Synthetic spider silk could revolutionize drug delivery and wound care

Synthetic Spider Silk Could Revolutionize Drug Delivery And Wound Care-1

Boasting a wide range of impressive properties, including high extensibility, extremely high tensile strength and toughness, spider silk is a nature’s wonder that scientists have long tried to recreate in the laboratory. After five years of research, a team from the United Kingdom has finally managed to produce artificial spider silk that could revolutionize the way drugs are delivered inside our system.

According to the researchers, it’s amazing antibiotic qualities could also accelerate the healing process in case of open wounds, while keeping infection at bay. Synthesized from Escherichia coli bacteria, the newly-created material is known to adsorb molecules, which in turn makes it suitable for use as bandages. Speaking about the breakthrough, recently published in the Advanced Materials journal, Neil Thomas of the University of Nottingham said:

Our technique allows the rapid generation of biocompatible, mono or multi-functionalized silk structures for use in a wide range of applications. These will be particularly useful in the fields of tissue engineering and biomedicine.

In addition to being completely biodegradable and biocompatible, this protein-based substance is non-toxic, meaning that it doesn’t cause any kind of allergic or inflammatory reactions. In fact, this technique of wound dressing actually dates back to the era of ancient Greeks, who were known to use spider silk to stop bleeding in wounded soldiers. They first used a honey-vinegar solution to clean the wounds, which were then covered tightly in this wonder material.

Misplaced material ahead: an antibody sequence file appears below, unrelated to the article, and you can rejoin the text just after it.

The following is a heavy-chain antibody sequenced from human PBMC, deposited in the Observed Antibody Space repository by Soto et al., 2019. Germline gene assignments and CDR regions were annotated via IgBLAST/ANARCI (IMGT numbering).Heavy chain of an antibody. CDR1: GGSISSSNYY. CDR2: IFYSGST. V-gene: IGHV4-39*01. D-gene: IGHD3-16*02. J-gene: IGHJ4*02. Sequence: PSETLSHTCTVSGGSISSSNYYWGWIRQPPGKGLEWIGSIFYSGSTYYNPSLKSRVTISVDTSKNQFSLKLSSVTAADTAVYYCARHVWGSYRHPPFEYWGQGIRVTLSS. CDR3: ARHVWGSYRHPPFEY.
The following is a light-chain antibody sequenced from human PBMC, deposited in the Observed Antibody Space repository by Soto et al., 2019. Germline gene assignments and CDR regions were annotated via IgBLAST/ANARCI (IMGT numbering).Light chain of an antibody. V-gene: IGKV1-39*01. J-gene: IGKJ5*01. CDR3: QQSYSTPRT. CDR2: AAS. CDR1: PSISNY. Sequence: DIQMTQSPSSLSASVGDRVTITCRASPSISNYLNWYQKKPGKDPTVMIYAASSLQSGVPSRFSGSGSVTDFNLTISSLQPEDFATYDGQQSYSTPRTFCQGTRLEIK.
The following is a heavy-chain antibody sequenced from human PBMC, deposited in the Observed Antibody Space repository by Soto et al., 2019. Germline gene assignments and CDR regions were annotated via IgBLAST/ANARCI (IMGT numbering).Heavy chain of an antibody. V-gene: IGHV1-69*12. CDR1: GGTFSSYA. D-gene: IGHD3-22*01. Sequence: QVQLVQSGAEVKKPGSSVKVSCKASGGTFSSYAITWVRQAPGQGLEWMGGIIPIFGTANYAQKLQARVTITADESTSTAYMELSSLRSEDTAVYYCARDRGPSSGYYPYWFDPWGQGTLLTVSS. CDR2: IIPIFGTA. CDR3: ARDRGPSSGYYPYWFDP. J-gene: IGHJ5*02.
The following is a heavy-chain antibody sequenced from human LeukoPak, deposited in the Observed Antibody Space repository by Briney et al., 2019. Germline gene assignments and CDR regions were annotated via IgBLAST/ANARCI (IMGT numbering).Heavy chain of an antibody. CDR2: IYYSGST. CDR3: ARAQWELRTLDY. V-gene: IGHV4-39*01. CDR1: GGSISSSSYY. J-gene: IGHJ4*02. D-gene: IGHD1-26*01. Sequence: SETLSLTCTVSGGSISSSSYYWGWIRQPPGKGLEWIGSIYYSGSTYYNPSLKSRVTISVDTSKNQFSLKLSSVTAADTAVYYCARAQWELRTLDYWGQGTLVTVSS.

Harvesting of spider silk on a large scale has become increasingly difficult over the centuries, forcing scientists to look for ways to produce it artificially in the laboratory. As pointed out by the scientists, this innovative dressing derives it antibiotic properties from the drug called levofloxacin, used primarily to fight bacterial infections. To that end, the molecules of the drug are carefully placed into a solution of spider silk strand until the proteins synthesize into a sturdier material. Talking about her teammate Neil Thomas, researcher Sara Goodacre said:

He suggested that there might be more interesting ‘tweaks’ one could make so that the silk could be ‘decorated’ with different, useful, compounds either permanently or which could be released over time due to a change in the acidity of the environment… It is likely that this paper is just the start of a very exciting range of studies using the new spider silk material.

Source: University of Nottingham

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